By Dr. Chuck Missler
"I'm really and always have been in a way more interested in religion than politics." - Tony Blair
In 2008, Tony Blair launched an effort dedicated to bringing different faiths together for reconciliation. When his Tony Blair Faith Foundation was started, Blair described as one of its major goals to "counter extremism in all six leading religions." He wanted to deal with global poverty and conflict and open up communication between people of different faiths in order to "educate, inform and develop understanding." Now that Blair has assembled a collection of influential religious leaders from the major world religions, he is preparing to embark on a "faith offensive" across the United States. Yet, while the slaughter of countless millions in the name of religion over the centuries has been horrific, and maintaining respect between members of various religions appeals to peace-loving people, some Christians worry that too much "reconciliation" will create a backlash for those who insist that Jesus alone is the way the truth and the life.
Tony Blair has assembled a variety of religious leaders for the advisory council of his Faith Foundation, including five Christian leaders, Hindu leader Anantanand Rambachan, Rabbi David Rosen and Rabbi Sir Jonathan Sacks, Mustafa Ceric, the Grand Mufti of Bosnia-Herzegovina and Dr. Ismail Khudr Al-Shatti, and has even brought in Professor Jagtar Singh Grewal on behalf of the Sikh religion.
The wealthy and socially liberal Canadian Belinda Stronach, once known as "Bubba's Blonde" for her alleged relationship with former President Clinton, sits on the advisory council as well. Along with championing liberal causes like gun control and abortion rights, Stronach is known for her philanthropic work, including co-founding Spread the Net to provide African families with mosquito nets as protection from malaria.
On the other side of the foundation's ideological wall is Pastor Rick Warren of Saddleback Church, which has a weekly attendance of nearly 20,000 people. Warren is considered one of the "15 world leaders who matter most" and sits on the council as a social conservative. Warren's presence on the advisory council may bother liberals because of his opposition to abortion and gay marriage. On the other hand, Warren's presence on the advisory council may upset some conservatives who do not think an influential conservative should be involving himself with a religious reconciliation group headed by a known globalist.
Warren says he joined the council because he believes Tony Blair's Faith Foundation is a good thing. He said, "It would be foolish to ignore how religious conviction impacts personal and national identity, poverty and education, extremism and reconciliation, disease and development, peace and progress. In any effort to help people learn to live and work together, we must engage the vast networks, resources, wisdom, and influence of the faith communities."
Other conservatives are worried that this foundation may be the start of something far broader and more spiritually sinister than just getting together to help people. In a brief interview in 2008, Blair said he defined extremists as "people who want to exclude the other if someone is of a different faith."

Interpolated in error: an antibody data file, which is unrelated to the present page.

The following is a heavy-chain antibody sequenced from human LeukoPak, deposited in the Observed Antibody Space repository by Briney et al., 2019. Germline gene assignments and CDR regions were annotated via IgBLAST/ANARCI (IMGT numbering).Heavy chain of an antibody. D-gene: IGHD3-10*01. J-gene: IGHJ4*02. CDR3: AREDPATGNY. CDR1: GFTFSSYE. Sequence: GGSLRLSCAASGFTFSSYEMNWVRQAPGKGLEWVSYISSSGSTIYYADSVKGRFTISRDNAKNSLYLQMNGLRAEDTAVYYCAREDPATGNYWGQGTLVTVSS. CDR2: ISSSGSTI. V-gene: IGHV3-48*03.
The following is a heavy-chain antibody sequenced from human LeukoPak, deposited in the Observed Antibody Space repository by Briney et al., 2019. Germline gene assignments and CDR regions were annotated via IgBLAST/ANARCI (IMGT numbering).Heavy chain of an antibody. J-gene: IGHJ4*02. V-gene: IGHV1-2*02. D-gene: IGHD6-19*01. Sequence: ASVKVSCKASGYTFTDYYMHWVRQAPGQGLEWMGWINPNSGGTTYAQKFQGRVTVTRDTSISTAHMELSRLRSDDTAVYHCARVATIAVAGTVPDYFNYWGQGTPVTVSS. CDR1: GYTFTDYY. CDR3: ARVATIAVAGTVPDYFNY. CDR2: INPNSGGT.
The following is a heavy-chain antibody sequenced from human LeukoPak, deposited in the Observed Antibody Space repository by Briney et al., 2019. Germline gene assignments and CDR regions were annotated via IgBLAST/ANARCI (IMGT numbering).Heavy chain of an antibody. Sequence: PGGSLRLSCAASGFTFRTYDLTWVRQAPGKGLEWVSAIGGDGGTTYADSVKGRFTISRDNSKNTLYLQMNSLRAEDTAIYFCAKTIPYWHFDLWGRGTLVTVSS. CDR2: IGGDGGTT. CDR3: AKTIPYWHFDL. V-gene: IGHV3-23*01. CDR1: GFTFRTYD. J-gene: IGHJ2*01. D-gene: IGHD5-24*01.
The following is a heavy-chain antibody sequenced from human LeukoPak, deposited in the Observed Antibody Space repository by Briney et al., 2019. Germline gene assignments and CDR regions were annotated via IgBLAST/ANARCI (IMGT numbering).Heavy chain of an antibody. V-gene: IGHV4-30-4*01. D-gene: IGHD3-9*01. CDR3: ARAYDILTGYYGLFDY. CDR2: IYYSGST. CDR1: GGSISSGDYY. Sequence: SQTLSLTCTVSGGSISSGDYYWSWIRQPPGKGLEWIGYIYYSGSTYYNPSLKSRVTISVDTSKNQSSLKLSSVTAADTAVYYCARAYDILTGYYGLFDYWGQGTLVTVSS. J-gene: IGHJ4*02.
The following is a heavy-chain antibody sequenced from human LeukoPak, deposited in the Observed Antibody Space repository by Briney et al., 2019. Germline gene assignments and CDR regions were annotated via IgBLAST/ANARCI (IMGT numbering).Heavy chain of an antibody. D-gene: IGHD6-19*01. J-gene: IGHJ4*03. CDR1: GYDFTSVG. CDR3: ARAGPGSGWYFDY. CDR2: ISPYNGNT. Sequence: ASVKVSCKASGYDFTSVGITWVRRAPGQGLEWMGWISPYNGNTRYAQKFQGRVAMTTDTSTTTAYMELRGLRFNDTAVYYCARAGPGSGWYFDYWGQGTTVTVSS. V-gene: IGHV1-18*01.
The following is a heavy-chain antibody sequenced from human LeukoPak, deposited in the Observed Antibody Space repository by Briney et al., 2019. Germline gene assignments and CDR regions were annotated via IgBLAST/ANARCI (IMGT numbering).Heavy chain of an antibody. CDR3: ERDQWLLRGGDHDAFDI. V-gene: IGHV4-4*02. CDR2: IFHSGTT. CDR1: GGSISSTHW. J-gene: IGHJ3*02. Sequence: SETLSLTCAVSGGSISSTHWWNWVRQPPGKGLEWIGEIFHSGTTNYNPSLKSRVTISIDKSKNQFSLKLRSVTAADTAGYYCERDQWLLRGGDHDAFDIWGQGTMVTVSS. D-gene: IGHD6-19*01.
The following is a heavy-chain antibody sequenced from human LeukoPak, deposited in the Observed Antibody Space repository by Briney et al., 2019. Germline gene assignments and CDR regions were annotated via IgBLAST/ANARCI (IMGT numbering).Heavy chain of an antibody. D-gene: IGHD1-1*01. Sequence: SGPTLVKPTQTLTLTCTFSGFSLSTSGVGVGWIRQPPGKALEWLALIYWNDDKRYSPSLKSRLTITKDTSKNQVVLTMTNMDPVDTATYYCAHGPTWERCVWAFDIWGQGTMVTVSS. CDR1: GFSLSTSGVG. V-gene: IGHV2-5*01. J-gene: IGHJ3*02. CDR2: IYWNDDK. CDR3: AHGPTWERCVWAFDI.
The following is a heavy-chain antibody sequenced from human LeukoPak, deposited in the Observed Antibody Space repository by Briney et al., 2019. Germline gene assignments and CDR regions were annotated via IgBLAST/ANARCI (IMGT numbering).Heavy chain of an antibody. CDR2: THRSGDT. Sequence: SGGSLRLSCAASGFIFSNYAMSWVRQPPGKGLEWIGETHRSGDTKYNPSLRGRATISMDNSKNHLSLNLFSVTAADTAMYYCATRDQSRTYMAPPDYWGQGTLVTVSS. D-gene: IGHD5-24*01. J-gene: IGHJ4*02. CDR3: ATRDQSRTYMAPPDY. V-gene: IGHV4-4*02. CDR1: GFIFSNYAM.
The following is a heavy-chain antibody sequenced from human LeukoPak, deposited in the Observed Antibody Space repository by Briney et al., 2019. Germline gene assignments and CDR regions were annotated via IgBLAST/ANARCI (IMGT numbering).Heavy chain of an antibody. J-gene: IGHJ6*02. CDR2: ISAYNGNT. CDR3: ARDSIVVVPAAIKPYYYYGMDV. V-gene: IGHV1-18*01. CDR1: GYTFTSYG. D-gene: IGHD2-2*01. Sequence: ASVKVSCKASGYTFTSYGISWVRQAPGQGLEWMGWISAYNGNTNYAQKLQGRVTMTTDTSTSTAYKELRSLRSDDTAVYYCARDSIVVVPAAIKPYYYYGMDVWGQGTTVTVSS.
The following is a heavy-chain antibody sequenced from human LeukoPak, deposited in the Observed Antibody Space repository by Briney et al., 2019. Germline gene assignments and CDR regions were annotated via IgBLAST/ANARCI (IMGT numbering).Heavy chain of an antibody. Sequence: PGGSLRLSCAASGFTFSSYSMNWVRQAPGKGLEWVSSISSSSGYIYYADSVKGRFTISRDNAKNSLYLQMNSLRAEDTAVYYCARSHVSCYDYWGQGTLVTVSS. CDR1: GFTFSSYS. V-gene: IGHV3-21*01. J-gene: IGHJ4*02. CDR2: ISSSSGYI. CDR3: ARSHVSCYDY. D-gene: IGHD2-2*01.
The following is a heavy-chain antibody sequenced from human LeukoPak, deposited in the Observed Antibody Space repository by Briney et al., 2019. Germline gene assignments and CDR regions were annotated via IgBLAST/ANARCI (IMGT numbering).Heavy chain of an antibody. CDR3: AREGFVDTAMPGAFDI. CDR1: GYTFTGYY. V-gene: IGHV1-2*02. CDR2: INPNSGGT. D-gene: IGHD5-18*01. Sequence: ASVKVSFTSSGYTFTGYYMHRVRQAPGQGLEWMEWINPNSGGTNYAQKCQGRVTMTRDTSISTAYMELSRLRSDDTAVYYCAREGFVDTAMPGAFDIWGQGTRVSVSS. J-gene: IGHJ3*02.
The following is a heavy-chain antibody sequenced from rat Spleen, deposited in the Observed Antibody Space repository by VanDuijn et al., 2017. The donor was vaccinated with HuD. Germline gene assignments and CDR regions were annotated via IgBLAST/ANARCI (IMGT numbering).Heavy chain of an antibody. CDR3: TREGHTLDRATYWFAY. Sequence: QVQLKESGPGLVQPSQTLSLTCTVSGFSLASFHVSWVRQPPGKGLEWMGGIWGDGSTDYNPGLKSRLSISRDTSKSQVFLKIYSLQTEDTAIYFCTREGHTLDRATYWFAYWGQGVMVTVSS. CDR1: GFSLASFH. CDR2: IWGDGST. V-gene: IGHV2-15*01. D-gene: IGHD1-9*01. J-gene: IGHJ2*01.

That loose definition could mean anything, and raises red flags for Christians who want to protect their freedom to declare that salvation is found only in Jesus – not out of prejudice or hatefulness, but out of dedication to the Bible as the Word of God (John 14:6; Acts 4:10-12).
Prof. Michel Schooyans of the Catholic University of Louvain has argued that, "In the case of the Tony Blair Faith Foundation, this is also a matter of promoting one and only one religious confession, which a universal, global political power would impose on the entire world."
Some Arab Muslims are skeptical of Tony Blair's effort as well because he has taken up the US and Israel's side in a variety of recent conflicts.
It is hard to tell if Blair, who left the Anglican Church in order to convert to Roman Catholicism in 2007, has left any of his New Age beliefs behind. Blair has said that his foundation would not focus on "doctrinal inquiry" or "subsume different faiths in some universal faith of the lowest common denominator." He told BBC News correspondent Christopher Landau last year, "If globalisation is a force pushing people together, does religion become a force pulling people apart? In the light of what's going on in the world, they are important themes to explore."
As Blair launches his potentially offensive "religious offensive" in the US, he may find a better reception than his foundation has gotten in Europe, where The Guardian last year said it just "inspired ridicule." At least, with 4.5 million pounds in the coffers, the group can buy a lot of mosquito nets, and will perhaps provide a rallying "peace peace" cry that the globalists so long to follow.
Blair courts controversial US pastor Rick Warren in bid to unite faiths - The Guardian
Tony And Belinda Launch American Faith Offensive - The First Post
Tony Blair's religious charity to launch 'faith offensive' across America - Daily Mail
The “Wonderful” Deception of the Purpose Driven Paradigm - From the Lighthouse Blog (Warren B. Smith)
Tony Blair, Evangelicals, And The Coming One World Religion - Moriel Ministries (Paul McGuire)